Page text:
Sunday, March 2, 2008

Strengthening a Weak Colony Part 2

I checked the weak colony today which was featured in the first part of this series. The queen is fat and she is laying eggs!!! This is definitely a good thing. The old bees just were not able to raise any brood on their own and needed the help of a new generation. The two main reasons I feel that was causing this colony to fail was underpopulation and and not enough bee bread from last year. The bees have to have the bee bread to eat so they can produce the royal jelly for their young. Without it the older wintered bees can not raise their replacements and begin to die out. After the population gets small enough the queen along with her remaining subjects will freeze to death when it is cold enough outside. They can't stay warm enough to survive within the cluster when there are not enough bees. If I would not have intervened this colony would have been doomed. I might put this colony into a two story nuc box. It might fare better from being in the smaller space and then I can put it back into the full sized equipment when it is strong enough.

The picture below is looking down into the lower hive body of the weak colony which now is not so weak.

Here is a picture of the queen. She has fattened up once again and is laying eggs. She is laying eggs in the empty cells between the capped brood. This was one of the frames that were donated to the colony. Almost every empty cell represents a new bee which has emerged and joined the colony in the past week. I suppose that since the bees cluster on the capped brood to keep it warm that this was the most reasonable place for her to lay the eggs to keep them warm. If you click on the picture you can see the eggs in the cells, they are left of her. It looks like she just made it over this side of the frame as there were eggs on the other side and another frame.

I must say that I feel much better now than I would have when I discovered this colony had died out. If you can take about fifteen or twenty minutes to devote to a weak colony you can save it. I don't know how much money you make but I'd rather spend about fifteen minutes to save a colony than up to one hundred dollars or more to replace it because I let it die out. It's so easy to do a first year beekeeper could do it if the read the first post, Strengthening a Weak Colony."

I took some pictures but they were not very good. Hopefully these two pictures here will suffice for now. I'll be sure to keep you updated on this weak colony as it gains in strength and population.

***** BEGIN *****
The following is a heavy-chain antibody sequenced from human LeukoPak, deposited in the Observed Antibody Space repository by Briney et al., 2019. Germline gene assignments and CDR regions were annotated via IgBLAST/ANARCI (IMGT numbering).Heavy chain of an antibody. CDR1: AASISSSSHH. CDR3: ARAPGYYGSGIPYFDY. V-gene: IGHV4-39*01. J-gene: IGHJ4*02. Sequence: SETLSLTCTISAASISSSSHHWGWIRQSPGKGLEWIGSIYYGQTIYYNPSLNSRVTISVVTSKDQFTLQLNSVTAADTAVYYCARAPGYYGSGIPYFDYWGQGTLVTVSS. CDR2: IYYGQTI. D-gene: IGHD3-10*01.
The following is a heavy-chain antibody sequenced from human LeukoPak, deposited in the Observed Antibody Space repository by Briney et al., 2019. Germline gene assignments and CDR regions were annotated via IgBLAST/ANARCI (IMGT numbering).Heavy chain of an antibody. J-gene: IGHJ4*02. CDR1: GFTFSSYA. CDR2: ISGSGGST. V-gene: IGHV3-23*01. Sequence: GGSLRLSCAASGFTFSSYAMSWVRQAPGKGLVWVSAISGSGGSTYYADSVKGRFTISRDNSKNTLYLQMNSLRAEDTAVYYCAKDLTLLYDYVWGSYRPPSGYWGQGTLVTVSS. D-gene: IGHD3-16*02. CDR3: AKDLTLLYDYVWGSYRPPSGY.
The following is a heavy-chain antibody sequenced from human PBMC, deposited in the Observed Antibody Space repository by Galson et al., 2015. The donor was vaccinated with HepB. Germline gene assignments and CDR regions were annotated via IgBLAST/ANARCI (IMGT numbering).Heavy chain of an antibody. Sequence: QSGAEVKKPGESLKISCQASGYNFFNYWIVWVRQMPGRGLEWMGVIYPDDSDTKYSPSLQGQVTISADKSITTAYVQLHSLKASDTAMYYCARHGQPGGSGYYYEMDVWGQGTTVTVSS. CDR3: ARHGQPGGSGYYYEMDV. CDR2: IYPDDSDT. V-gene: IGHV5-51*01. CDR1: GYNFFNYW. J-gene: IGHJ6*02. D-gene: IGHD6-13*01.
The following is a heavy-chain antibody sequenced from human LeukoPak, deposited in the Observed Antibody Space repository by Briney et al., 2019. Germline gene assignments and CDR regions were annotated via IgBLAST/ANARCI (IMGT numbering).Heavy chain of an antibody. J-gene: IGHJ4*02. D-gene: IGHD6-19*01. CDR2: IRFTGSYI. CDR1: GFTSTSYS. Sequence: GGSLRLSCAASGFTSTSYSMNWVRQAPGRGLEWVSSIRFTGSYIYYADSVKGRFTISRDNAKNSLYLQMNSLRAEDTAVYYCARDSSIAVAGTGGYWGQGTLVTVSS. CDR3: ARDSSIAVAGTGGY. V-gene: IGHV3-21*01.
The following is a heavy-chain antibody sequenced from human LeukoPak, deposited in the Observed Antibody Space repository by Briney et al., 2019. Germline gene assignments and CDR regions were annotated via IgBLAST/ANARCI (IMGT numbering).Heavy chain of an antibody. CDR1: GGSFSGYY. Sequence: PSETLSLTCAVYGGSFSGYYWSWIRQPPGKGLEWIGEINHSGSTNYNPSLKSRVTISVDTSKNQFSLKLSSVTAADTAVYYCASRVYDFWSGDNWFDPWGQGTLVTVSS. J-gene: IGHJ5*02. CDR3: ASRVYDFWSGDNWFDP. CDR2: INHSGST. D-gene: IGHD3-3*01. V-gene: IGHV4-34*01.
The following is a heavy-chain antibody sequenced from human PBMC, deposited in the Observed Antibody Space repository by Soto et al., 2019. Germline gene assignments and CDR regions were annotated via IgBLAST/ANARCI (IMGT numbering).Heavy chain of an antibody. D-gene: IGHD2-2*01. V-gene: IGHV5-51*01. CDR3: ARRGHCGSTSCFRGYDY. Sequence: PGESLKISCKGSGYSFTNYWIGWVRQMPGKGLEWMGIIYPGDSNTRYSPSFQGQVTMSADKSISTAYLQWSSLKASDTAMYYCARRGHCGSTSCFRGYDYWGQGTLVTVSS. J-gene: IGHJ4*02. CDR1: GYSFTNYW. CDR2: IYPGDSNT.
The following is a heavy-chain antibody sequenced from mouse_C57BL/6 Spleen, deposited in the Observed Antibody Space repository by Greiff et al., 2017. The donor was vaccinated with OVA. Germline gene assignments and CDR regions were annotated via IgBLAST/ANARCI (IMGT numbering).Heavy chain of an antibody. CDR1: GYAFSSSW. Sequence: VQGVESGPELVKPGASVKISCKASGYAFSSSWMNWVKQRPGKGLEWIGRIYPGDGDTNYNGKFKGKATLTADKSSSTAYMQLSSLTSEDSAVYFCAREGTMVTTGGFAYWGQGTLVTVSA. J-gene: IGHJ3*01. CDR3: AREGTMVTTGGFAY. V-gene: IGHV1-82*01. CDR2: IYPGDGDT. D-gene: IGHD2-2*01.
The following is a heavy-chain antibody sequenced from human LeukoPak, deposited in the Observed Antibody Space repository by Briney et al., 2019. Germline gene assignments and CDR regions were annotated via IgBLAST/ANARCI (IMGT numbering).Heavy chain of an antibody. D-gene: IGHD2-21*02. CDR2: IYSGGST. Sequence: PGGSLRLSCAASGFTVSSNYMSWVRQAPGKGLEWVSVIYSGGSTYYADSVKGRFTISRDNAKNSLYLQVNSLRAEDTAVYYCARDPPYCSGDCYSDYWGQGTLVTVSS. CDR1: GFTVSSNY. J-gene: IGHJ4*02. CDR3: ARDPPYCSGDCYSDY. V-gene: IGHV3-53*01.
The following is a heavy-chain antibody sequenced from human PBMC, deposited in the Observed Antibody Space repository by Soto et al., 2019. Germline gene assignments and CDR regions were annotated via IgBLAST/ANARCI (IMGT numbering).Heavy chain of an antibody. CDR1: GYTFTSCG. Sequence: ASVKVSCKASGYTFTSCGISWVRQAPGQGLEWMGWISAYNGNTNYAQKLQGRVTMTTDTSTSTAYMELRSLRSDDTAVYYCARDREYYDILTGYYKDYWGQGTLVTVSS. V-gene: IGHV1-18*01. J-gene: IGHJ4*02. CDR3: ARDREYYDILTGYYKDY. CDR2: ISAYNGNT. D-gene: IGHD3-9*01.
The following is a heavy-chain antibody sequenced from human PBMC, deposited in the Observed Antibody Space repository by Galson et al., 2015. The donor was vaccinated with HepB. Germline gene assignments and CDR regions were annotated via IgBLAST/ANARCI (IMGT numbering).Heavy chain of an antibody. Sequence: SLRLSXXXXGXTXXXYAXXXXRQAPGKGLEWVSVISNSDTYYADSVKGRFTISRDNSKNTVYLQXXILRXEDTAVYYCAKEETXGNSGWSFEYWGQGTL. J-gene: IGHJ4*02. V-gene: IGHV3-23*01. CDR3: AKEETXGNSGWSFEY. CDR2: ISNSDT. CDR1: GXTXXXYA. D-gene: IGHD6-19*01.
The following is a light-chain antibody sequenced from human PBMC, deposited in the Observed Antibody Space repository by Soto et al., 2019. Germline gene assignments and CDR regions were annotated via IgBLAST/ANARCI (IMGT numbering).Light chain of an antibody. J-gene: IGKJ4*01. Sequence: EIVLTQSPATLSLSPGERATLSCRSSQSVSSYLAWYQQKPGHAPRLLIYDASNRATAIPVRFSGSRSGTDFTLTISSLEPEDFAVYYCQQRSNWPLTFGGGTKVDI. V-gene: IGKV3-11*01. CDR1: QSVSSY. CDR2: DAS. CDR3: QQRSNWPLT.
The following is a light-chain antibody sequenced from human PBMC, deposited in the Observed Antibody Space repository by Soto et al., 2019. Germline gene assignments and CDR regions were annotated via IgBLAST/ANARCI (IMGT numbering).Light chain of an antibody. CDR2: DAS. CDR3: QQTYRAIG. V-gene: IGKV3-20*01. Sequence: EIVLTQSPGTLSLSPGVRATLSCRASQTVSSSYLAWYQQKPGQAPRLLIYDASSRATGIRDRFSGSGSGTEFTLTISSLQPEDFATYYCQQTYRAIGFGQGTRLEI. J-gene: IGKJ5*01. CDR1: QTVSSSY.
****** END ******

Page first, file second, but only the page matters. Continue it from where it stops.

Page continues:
Waggle Dance

The waggle dance is how bees communicate with one another to share information to the location of a foraging source. The food source could be pollen, nectar, water and even place trees from which to make propolis. The dance is an effort to recruit other foragers so when they leave the hive they can make a beeline to the source without having to waste time searching themselves for some forage. The waggle dance is very complex for a human to understand but bees can comprehend the directions from it easily. The length of the dance, the speed, and movement of the returning forager on the comb all give the foragers being recruited information to the location of the resource. The "map" that is given by a dancing bee comprises of the distance and direction from the hive. The angle to the sun is used for direction and the bees change their dance through the day to compensate for the sun's movement thought the sky. To learn more about the waggle dance visit NOVA Online to view "Dances With Bees".

While looking in one of my colonies today I noticed a bee doing a waggle dance. After closer inspection of the dancing bee I noticed her pollen baskets had some pollen in them. This is the first sign of pollen that I have seen this year. Pictured below is a frame that has the dancing bee on it. It is the blurry bee. The camera wasn't fast enough for the movement of the waggle dance so the bee appears a little blurred. You really need to click on the picture to enlarge it to get a better view.

What I like about the picture is the five bees crowded together directly behind the dancing bee as in they are there in an effort to observe the waggle dance to get the directions. You can also see the yellow pollen on the dancing bee's hind legs if you look close enough.

In this next picture you can see by the blur that the dancing be is really getting with it. It looks like she is swinging her abdomen out farther in this picture. The other bees had to move out her way and are watching her from the side now too.

I put out some syrup feeders in the yard yesterday for some communal feeding. I also put out some dry pollen substitute. I have read that dry feeding pollen substitute will encourage or stimulate bees to gather pollen. From what I observed yesterday I can say this is true. While I was walking around the yard there were little powdered bees everywhere that were hovering low to the ground. I believe they were looking for flowers to gather pollen from because they looked just like they do in the summer when working the clover. They have not acted this way before I put the dry pollen sub out for them, or at least since last fall. It seems that one of the bees were stimulated enough to go out and bring in some natural pollen.

Thanks to the waggle dance I now know I have some pollen in the area for my bees. And thanks to you all of you who read my posts and click on the advertisements, I am a little bit closer to being able to get the new camera I need so I can take higher quality pictures to put on here for you to see. So thank you and give me a click so we can have some better pictures sooner.